In many ways, ABB (NYSE:ABB) stock looks like an attractive proposition for investors. First, ABB's one of the largest robotics companies in the world, and gives you direct exposure to a long-term growth market. Second, its shares currently sport a dividend that yields in excess of 4% -- a handy feature to have while you ride out the cyclicality of the robotics/automation market. Let's take a look at what investors need to know before they make a decision about buying in.

Buy ABB for its dividend?

There's no way to get around it, if you're adding ABB to your portfolio for its dividend, then you're buying into the idea that the company will achieve its growth aspirations. This isn't a slow-growing cash cow with a well-covered dividend; in fact, it operates in some highly competitive markets including industrial automation, electrification, and robotics. In other words, it needs to innovate just to stand still against competitors like Siemens, Rockwell Automation, Honeywell and Eaton.

Robots working in automotive production

ABB's exposure to robotics in automotive production is hurting it in 2019. Image source: Getty Images.

ABB distributed $1.7 billion in dividends in 2018, a payout that it barely covered with the $2 billion it generated in free cash flow (FCF). But once it completes the sale of its power grids business to Hitachi for $11 billion, there will be an impact on cash flow. For reference, the units ABB categorizes as discontinued operations (a group that now includes power grids) were responsible for $572 million worth of operating cash flow in 2018, while continuing operations generated $2.35 billion.

Of course, the proceeds of the power grids sale could be used to support the dividend, and according to the company's annual report, they will be. "Following the expected completion of the sale of 80.1 percent of our Power Grids business to Hitachi in the first half of 2020, valuing the business at $11 billion, ABB intends to return 100 percent of the net cash proceeds to shareholders," it said. Further, the company said it's committed to paying a "rising, sustainable dividend."

In other words, the dividend looks safe for the next few years at least, but investors will want to see some business growth over the long term. 

Looking ahead

The key drivers for the company's earnings growth in the medium term would be:

  • A recovery in end markets, particularly industrial automation and robotics. Management expects electric mobility, data centers, and robotics customers will be key drivers of growing demand.
  • The successful completion of the company's restructuring plan, expected to generate a net $500 million in annual cost savings by 2021. (For reference, ABB's cost of sales was $19.1 billion in 2018.)

It's an attractive proposition, but there are two reasons to be a little patient before buying in.

Two reasons why investors should wait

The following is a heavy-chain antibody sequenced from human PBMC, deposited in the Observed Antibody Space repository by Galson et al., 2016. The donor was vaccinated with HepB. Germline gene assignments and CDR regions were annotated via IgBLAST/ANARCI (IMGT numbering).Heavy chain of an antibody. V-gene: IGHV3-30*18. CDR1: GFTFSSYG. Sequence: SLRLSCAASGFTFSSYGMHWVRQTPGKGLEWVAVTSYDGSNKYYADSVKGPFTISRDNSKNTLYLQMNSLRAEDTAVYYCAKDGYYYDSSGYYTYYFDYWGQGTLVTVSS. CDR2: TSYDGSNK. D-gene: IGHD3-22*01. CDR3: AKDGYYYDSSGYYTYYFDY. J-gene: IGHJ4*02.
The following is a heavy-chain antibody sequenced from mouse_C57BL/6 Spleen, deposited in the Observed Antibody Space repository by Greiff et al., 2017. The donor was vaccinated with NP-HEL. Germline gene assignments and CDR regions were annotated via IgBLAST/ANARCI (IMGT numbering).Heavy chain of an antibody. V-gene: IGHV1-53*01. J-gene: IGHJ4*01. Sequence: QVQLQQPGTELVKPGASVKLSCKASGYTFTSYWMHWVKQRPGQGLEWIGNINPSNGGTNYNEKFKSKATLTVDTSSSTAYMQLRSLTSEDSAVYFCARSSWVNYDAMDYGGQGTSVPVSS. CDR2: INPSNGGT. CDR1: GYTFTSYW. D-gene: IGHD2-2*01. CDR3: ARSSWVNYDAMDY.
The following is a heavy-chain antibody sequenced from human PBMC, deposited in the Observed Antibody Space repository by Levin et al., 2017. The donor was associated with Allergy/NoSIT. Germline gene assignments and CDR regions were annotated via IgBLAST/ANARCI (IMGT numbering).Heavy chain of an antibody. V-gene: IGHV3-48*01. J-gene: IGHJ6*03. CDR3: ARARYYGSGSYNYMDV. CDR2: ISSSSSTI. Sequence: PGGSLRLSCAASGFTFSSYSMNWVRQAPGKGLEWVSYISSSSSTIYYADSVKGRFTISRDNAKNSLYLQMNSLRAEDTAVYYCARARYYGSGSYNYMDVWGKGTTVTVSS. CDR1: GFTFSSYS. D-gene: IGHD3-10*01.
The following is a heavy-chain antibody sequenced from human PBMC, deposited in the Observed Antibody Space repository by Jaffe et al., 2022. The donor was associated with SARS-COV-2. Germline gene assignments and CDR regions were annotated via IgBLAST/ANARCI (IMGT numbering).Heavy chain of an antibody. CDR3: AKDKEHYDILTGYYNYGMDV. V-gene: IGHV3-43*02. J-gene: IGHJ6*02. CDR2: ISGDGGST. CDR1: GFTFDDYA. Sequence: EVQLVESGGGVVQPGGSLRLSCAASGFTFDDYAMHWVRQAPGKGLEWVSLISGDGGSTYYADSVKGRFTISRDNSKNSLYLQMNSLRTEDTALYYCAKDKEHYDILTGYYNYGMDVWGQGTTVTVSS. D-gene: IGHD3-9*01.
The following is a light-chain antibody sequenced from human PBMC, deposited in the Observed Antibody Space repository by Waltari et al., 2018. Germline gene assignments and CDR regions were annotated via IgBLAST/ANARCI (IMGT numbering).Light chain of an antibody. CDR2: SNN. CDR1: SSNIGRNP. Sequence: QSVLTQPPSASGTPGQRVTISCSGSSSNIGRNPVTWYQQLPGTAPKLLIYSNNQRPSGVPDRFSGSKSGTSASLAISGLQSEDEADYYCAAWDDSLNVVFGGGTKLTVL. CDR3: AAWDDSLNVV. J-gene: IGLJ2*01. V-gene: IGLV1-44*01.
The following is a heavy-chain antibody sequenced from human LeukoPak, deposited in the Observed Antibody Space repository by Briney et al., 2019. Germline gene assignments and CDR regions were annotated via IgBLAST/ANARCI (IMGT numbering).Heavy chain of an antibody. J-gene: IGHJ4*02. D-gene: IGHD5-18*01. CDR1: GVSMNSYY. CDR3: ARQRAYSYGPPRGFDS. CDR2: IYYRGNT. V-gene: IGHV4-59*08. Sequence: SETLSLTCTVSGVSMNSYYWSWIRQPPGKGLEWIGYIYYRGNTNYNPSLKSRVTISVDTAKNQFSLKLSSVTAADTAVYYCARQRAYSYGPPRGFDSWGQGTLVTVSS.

First, ABB clearly faces some near-term headwinds. It certainly operates in some attractive end markets such as robotics, and factory automation -- markets that are set to receive a boost with the increasing penetration of IT and the Internet of Things into the industrial environment.

However, the problem in 2019 is that the companies that have been early adopters of automation and robotics, such as automakers and machine builders, are facing slowdowns in their end markets. Consequently, ABB's order growth has been disappointing this year. Excluding the power grids business, its orders declined 1% in the third quarter, and in its robotics and discrete automation segment, they fell 16%.

ABB order growth.

Data source: ABB presentations.

Second, the company is coming up to a key period in its transformational plan, with management expecting to have its new operating model effective, and its existing regional structures largely dismantled, according to the earnings release.

Bear in mind that this reorganization involves root-and-branch administrative changes to the business model that ABB has used for the last few decades. Specifically, ABB operated under a matrix business model whereby individuals could be reporting to multiple superiors as work was allocated to them on a project basis, as opposed to the typical pyramid structure that nearly all companies use.

There are clearly opportunities here for management to improve productivity -- ABB's profit margin lags all of its major peers.

ABB EBITDA Margin (TTM) Chart

ABB EBITDA Margin (TTM) data by YCharts

If ABB's management can merely lift its margins to the levels of its peers, and also make lasting structural improvements to the business, the bottom-line gains that would result could spur significant upward movement in the stock.

What it all means to investors

All told, ABB is an interesting investment proposition. However, because management has said that the new operational structure will be in place by the end of 2019, and warned that its end markets are in a period of cyclical weakness, it makes sense to wait until the end of the year before making a decision on the stock. At that point, after much of the heavy lifting has been done, investors will be able to see more clearly how well ABB is doing on meeting its medium-term objectives.